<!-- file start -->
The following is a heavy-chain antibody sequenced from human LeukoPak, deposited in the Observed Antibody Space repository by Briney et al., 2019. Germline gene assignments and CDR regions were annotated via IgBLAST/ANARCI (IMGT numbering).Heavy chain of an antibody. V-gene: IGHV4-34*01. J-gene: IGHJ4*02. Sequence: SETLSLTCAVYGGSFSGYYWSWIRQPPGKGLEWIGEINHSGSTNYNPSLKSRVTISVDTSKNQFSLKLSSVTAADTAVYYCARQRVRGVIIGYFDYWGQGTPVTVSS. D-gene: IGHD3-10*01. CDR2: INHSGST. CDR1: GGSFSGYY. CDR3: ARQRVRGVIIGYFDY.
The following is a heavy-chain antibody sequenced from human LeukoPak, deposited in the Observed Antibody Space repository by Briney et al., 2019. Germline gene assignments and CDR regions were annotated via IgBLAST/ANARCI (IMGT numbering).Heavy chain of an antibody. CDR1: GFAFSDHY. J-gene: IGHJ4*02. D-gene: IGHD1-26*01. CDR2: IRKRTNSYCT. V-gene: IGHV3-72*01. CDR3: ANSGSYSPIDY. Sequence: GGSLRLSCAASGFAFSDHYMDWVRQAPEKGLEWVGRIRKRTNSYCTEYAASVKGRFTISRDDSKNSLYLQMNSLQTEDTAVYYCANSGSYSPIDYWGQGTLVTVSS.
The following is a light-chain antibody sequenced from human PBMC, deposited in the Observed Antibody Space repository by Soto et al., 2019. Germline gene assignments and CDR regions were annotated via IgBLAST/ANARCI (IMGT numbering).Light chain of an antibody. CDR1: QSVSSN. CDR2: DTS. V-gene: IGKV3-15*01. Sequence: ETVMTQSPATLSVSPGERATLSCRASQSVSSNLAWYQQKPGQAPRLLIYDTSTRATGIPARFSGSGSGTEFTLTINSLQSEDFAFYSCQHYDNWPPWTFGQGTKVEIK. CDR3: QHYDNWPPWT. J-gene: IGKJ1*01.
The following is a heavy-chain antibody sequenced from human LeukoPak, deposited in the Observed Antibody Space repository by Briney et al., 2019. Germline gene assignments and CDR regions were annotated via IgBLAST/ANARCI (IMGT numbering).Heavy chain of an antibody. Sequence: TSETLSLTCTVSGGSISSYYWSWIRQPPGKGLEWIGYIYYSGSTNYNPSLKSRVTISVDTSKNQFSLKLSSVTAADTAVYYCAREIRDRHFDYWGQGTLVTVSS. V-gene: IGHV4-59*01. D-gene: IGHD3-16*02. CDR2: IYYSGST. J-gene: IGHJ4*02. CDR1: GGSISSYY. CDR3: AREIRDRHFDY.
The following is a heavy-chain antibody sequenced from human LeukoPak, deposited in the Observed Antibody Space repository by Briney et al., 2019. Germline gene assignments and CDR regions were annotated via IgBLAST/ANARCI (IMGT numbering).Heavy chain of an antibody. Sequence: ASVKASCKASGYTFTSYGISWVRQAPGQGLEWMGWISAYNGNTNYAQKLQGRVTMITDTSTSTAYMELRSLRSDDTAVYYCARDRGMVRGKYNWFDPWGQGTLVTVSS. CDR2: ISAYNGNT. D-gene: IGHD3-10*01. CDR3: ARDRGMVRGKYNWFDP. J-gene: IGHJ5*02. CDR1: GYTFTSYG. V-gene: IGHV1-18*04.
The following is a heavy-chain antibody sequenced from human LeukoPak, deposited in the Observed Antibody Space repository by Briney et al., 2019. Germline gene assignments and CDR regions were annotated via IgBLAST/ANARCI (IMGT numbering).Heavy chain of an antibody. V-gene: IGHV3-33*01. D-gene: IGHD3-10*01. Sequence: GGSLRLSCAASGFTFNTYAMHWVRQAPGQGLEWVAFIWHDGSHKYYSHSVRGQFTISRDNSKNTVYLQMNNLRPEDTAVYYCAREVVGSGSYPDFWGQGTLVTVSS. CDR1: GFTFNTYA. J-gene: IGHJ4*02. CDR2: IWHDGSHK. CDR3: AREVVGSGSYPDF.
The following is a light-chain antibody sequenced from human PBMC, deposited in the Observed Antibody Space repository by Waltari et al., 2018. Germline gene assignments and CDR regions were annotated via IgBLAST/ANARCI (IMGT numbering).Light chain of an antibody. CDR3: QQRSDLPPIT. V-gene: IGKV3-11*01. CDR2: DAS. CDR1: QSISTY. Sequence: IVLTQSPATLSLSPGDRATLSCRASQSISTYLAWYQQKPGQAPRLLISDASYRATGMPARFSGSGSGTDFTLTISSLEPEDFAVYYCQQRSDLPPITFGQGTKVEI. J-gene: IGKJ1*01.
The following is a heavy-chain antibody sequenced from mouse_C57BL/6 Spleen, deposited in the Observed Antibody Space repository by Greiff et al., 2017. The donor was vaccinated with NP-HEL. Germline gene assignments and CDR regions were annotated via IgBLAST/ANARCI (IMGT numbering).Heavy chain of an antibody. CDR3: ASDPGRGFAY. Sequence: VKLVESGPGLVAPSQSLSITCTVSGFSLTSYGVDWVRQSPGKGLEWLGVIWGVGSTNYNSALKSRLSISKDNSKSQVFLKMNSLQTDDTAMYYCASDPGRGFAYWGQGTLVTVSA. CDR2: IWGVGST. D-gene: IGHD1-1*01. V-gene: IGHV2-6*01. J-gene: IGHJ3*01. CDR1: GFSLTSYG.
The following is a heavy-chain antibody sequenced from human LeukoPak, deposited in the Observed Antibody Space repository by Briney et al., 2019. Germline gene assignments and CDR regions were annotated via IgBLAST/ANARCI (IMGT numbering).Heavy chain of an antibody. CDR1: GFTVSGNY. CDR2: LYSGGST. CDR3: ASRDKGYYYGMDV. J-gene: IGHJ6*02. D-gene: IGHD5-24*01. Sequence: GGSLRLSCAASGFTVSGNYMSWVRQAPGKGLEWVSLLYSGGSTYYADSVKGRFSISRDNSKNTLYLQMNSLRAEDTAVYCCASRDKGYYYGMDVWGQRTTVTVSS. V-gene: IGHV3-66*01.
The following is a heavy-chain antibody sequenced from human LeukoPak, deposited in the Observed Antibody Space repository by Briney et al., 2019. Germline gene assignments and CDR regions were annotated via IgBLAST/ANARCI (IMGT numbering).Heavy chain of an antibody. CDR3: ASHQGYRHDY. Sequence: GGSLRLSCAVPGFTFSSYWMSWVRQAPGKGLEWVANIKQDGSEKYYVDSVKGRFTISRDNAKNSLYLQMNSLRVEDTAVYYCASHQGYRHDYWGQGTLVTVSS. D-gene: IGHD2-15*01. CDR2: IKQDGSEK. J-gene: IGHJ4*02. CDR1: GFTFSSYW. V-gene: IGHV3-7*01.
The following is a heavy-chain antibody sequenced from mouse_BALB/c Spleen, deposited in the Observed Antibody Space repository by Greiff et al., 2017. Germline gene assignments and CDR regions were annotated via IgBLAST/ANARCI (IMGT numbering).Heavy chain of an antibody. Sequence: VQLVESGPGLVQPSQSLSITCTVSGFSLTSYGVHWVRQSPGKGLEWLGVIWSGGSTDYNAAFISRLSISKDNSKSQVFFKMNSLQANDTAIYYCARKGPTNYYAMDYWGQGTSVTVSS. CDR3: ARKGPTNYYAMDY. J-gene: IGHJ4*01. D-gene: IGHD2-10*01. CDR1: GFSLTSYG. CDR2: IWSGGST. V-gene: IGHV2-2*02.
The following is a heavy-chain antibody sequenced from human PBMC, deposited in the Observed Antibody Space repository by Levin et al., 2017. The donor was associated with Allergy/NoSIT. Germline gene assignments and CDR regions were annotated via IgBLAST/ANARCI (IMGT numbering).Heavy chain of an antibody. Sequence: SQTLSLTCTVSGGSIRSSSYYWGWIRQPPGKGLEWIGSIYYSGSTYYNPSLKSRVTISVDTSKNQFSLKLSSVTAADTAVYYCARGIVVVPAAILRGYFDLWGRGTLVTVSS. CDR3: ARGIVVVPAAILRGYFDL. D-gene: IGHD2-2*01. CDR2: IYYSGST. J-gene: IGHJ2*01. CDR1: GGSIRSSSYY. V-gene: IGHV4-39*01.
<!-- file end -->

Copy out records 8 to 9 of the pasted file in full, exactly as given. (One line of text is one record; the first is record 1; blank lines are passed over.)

The following is a heavy-chain antibody sequenced from mouse_C57BL/6 Spleen, deposited in the Observed Antibody Space repository by Greiff et al., 2017. The donor was vaccinated with NP-HEL. Germline gene assignments and CDR regions were annotated via IgBLAST/ANARCI (IMGT numbering).Heavy chain of an antibody. CDR3: ASDPGRGFAY. Sequence: VKLVESGPGLVAPSQSLSITCTVSGFSLTSYGVDWVRQSPGKGLEWLGVIWGVGSTNYNSALKSRLSISKDNSKSQVFLKMNSLQTDDTAMYYCASDPGRGFAYWGQGTLVTVSA. CDR2: IWGVGST. D-gene: IGHD1-1*01. V-gene: IGHV2-6*01. J-gene: IGHJ3*01. CDR1: GFSLTSYG.
The following is a heavy-chain antibody sequenced from human LeukoPak, deposited in the Observed Antibody Space repository by Briney et al., 2019. Germline gene assignments and CDR regions were annotated via IgBLAST/ANARCI (IMGT numbering).Heavy chain of an antibody. CDR1: GFTVSGNY. CDR2: LYSGGST. CDR3: ASRDKGYYYGMDV. J-gene: IGHJ6*02. D-gene: IGHD5-24*01. Sequence: GGSLRLSCAASGFTVSGNYMSWVRQAPGKGLEWVSLLYSGGSTYYADSVKGRFSISRDNSKNTLYLQMNSLRAEDTAVYCCASRDKGYYYGMDVWGQRTTVTVSS. V-gene: IGHV3-66*01.